Homework Help: Finding harmonic motion equation

1. Oct 24, 2007

POKETNRJSH

1. The problem statement, all variables and given/known data
A particle moves along the x axis. It is initially at the position 0.27 m, moving with velocity 0.14 m/s and acceleration -0.320 m/s2. First, assume that it moves with constant acceleration for 4.50 s.
(a) Find its position.
(b) Find its velocity at the end of this time interval.
(c) Assume that it moves with simple harmonic motion for 4.50 s and that x = 0 is its equilibrium position. Find its position.
(d) Find its velocity at the end of this time interval.

2. Relevant equations
x=A Cos(omega*t + phi)
phi=arcTan(-v_0_/omega*x_0_)
A=sqrt(x_0_^2+(v_0_^2/omega_2_))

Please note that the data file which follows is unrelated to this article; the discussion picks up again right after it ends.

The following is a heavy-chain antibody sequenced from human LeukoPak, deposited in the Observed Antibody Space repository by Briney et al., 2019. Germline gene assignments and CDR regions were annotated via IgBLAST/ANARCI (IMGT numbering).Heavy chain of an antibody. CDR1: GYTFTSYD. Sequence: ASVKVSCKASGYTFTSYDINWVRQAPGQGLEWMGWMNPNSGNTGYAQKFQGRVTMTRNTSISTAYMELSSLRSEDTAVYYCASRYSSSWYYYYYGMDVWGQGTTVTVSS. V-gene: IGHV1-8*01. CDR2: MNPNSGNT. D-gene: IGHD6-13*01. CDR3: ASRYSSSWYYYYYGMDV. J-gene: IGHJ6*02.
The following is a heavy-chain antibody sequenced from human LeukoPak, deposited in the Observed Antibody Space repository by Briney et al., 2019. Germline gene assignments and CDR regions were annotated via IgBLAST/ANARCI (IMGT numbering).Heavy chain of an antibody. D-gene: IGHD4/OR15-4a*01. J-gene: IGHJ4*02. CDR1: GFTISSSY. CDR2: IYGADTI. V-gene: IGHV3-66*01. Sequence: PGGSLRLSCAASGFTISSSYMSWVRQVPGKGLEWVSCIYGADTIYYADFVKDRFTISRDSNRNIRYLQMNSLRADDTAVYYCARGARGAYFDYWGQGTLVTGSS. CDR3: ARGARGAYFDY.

3. The attempt at a solution
(a) -2.34m and (b) -1.3m/s were easily solved with constant acceleration. My professor suggested the equations under number 2, stating that we need the amplitude and phi to plug in to the harmonic motion equation. My problem is filling in the equations for amplitude and phi with the correct information. I'm not sure what all the naughts signify. I think they signify the various information at zero time, but I could be wrong, and he nor the book would say.

2. Oct 24, 2007

Dick

As your professor suggested, take x(t)=A*cos(omega*t+phi). You know x(0), x'(0) and x''(0). That's three equations for three unknowns, A, omega and phi. Can you find them? Differentiate x(t) twice and try it out.